When a popstar designs a Twingo
So - what happens when you cross Nicola Roberts from Girls Aloud with a budget supermini? We found out...
Posted: 19 Mar 2012
So, what is this Twingo-ruination really about? The reason, as always, is money. Consider how on earth Renault makes any cash when it sells you a Twingo for £10,000. Once you've taken out the cost of research and development, the raw materials, the manufacturing, the shipping and the cut taken by the dealer, that leaves roughly a fiver of profit to go into the Renault coffers. But if you slap £5,000 of options onto that Twingo - some leathery bits, parking sensors, a set of ill-advised stripes, that sort of thing - that vigorish is going pretty much straight into the corporate pocket. Options equal profit. It's a trick that BMW nailed with the new Mini, Fiat with the 500 and Land Rover with the Evoque.
Renault wants a bit of that option-profit pie, and the best way to convince buyers to add lots of extras is to bill them as ‘personalisation'. Everyone loves to feel unique. You're not being sucked into speccing kit you don't need - you're personalising.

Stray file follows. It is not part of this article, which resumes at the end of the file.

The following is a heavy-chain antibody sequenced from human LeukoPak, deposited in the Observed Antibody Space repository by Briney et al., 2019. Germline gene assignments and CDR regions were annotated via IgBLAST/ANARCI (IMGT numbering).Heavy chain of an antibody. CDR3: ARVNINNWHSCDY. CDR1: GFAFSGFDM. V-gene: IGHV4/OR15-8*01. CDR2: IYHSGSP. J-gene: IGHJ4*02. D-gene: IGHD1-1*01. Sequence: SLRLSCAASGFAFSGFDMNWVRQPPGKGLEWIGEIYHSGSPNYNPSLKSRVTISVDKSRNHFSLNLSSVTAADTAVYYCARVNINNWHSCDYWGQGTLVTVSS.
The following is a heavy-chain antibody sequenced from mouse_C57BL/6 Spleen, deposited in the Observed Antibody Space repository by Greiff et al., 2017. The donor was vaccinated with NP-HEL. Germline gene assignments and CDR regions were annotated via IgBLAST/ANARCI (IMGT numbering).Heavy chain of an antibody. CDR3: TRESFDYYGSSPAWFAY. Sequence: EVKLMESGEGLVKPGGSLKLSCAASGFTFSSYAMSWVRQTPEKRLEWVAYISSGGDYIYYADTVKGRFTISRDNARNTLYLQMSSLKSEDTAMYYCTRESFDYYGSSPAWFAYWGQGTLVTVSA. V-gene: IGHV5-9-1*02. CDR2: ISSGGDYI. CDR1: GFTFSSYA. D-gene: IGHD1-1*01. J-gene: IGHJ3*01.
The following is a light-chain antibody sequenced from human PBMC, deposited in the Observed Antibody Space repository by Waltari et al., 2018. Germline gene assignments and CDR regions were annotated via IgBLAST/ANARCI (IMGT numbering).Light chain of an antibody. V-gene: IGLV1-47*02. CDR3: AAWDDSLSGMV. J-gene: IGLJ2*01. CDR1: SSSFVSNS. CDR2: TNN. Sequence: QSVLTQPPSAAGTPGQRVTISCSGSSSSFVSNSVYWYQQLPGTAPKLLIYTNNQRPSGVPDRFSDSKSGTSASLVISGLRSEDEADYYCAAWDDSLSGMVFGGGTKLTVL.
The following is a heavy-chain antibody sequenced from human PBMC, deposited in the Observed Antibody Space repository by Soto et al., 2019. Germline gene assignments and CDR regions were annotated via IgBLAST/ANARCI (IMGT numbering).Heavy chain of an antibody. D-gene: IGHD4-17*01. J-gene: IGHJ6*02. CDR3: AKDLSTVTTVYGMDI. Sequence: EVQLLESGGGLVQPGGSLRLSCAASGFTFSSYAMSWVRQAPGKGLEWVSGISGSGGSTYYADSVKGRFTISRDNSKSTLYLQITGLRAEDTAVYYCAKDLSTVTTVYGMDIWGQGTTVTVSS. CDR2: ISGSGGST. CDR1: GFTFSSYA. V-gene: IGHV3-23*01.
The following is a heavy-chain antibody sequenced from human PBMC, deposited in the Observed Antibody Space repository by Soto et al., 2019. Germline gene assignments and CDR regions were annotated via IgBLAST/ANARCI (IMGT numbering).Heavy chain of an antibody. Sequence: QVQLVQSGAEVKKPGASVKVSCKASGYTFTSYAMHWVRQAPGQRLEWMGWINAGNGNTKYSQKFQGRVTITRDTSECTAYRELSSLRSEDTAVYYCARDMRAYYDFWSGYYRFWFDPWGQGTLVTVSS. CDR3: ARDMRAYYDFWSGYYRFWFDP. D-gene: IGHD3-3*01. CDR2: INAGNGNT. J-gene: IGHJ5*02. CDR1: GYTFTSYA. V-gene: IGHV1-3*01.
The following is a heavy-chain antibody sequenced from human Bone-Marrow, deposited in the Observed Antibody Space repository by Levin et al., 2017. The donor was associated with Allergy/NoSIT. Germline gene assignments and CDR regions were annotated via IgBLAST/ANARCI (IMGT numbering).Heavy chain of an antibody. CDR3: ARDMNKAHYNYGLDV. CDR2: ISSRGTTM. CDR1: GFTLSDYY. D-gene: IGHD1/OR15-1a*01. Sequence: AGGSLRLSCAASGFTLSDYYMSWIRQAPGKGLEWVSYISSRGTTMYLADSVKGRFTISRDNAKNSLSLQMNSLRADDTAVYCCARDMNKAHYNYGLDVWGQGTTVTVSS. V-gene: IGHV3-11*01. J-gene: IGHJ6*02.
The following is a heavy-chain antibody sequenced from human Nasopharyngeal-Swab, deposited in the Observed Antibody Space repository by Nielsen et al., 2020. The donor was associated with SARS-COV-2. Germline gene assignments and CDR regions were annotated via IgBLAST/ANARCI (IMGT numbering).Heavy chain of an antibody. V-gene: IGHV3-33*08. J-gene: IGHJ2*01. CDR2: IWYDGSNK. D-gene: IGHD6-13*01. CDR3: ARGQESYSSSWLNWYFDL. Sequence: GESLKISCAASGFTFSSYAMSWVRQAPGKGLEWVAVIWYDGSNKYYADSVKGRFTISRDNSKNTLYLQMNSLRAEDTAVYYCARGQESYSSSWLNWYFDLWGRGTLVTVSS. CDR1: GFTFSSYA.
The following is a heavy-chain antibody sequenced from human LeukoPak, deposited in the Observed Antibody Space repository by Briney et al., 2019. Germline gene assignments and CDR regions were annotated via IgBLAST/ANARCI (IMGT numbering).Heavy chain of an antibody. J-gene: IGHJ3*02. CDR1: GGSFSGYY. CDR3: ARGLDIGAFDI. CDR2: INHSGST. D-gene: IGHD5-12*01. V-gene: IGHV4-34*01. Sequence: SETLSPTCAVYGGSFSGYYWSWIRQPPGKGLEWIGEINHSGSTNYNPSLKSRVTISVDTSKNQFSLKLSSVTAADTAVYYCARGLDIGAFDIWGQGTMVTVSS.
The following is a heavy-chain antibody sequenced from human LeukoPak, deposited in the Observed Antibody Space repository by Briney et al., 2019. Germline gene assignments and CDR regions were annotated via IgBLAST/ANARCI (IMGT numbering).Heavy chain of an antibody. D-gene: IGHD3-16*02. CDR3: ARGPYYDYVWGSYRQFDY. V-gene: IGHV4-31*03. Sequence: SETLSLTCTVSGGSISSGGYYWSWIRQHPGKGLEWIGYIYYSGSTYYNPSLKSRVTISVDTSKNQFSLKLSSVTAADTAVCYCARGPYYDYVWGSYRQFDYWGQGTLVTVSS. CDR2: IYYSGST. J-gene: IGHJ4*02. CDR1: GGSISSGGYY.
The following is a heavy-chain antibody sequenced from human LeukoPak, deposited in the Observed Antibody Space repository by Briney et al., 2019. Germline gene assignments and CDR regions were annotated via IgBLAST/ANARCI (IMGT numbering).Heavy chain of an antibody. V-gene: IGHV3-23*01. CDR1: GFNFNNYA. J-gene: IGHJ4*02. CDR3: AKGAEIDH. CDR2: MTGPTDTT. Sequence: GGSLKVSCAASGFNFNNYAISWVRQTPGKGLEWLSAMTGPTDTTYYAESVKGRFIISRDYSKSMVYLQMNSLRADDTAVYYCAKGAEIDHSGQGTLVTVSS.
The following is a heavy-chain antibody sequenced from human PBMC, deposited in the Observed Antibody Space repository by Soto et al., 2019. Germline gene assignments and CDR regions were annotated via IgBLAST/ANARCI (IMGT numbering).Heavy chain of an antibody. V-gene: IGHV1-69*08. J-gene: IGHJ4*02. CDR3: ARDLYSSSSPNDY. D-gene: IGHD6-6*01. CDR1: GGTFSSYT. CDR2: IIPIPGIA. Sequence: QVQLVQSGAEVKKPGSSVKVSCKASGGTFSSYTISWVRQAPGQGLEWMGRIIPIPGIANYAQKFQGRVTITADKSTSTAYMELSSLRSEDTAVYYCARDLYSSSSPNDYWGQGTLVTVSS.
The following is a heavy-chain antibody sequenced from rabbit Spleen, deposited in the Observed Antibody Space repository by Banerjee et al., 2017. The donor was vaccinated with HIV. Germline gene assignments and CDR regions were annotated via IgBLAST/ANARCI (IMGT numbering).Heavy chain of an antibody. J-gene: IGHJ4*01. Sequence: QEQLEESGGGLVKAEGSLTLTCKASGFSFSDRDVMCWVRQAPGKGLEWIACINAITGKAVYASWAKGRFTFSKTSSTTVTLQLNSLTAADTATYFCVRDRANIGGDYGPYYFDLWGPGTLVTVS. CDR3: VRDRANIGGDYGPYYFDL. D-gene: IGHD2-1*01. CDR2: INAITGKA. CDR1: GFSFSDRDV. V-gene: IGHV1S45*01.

That's why Nicola Roberts has been painstakingly taping earrings to the visors of her Twingo: a marketing department's ham-fisted demonstration of the newfound personalisability (ssh, it's a word) of the facelifted Twingo. You can't spec yours in ostrich leather or with a recording deck in the back, but you can order your Twingo with a mighty array of decals, colour combos and plastic grass on the dash to hold your mobile phone.